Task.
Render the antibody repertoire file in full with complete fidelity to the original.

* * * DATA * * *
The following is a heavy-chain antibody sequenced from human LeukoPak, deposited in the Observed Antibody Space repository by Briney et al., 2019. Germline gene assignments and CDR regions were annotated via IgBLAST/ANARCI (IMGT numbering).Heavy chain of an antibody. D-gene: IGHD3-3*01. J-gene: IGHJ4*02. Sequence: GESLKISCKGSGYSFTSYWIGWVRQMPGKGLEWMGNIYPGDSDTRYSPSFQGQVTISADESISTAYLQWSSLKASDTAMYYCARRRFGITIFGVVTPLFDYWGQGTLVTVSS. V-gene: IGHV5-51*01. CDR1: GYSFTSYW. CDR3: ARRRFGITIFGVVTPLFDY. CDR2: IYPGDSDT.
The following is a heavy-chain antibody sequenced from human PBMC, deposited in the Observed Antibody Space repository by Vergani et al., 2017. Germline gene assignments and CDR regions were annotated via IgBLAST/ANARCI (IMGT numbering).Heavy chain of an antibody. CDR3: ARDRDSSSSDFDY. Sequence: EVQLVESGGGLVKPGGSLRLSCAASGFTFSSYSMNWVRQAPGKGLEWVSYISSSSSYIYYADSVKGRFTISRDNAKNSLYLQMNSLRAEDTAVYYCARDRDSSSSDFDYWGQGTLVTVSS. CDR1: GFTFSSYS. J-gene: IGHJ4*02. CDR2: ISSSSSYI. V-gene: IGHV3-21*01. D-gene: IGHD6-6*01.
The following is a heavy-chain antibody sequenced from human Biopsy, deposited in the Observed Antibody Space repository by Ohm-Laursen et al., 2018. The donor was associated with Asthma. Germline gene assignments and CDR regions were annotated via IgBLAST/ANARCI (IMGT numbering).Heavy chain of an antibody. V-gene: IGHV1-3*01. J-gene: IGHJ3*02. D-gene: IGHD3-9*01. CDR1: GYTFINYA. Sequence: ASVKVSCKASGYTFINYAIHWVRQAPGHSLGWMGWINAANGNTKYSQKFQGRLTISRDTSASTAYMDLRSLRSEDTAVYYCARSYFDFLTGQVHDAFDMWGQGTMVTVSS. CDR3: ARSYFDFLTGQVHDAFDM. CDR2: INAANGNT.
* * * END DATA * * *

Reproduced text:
The following is a heavy-chain antibody sequenced from human LeukoPak, deposited in the Observed Antibody Space repository by Briney et al., 2019. Germline gene assignments and CDR regions were annotated via IgBLAST/ANARCI (IMGT numbering).Heavy chain of an antibody. D-gene: IGHD3-3*01. J-gene: IGHJ4*02. Sequence: GESLKISCKGSGYSFTSYWIGWVRQMPGKGLEWMGNIYPGDSDTRYSPSFQGQVTISADESISTAYLQWSSLKASDTAMYYCARRRFGITIFGVVTPLFDYWGQGTLVTVSS. V-gene: IGHV5-51*01. CDR1: GYSFTSYW. CDR3: ARRRFGITIFGVVTPLFDY. CDR2: IYPGDSDT.
The following is a heavy-chain antibody sequenced from human PBMC, deposited in the Observed Antibody Space repository by Vergani et al., 2017. Germline gene assignments and CDR regions were annotated via IgBLAST/ANARCI (IMGT numbering).Heavy chain of an antibody. CDR3: ARDRDSSSSDFDY. Sequence: EVQLVESGGGLVKPGGSLRLSCAASGFTFSSYSMNWVRQAPGKGLEWVSYISSSSSYIYYADSVKGRFTISRDNAKNSLYLQMNSLRAEDTAVYYCARDRDSSSSDFDYWGQGTLVTVSS. CDR1: GFTFSSYS. J-gene: IGHJ4*02. CDR2: ISSSSSYI. V-gene: IGHV3-21*01. D-gene: IGHD6-6*01.
The following is a heavy-chain antibody sequenced from human Biopsy, deposited in the Observed Antibody Space repository by Ohm-Laursen et al., 2018. The donor was associated with Asthma. Germline gene assignments and CDR regions were annotated via IgBLAST/ANARCI (IMGT numbering).Heavy chain of an antibody. V-gene: IGHV1-3*01. J-gene: IGHJ3*02. D-gene: IGHD3-9*01. CDR1: GYTFINYA. Sequence: ASVKVSCKASGYTFINYAIHWVRQAPGHSLGWMGWINAANGNTKYSQKFQGRLTISRDTSASTAYMDLRSLRSEDTAVYYCARSYFDFLTGQVHDAFDMWGQGTMVTVSS. CDR3: ARSYFDFLTGQVHDAFDM. CDR2: INAANGNT.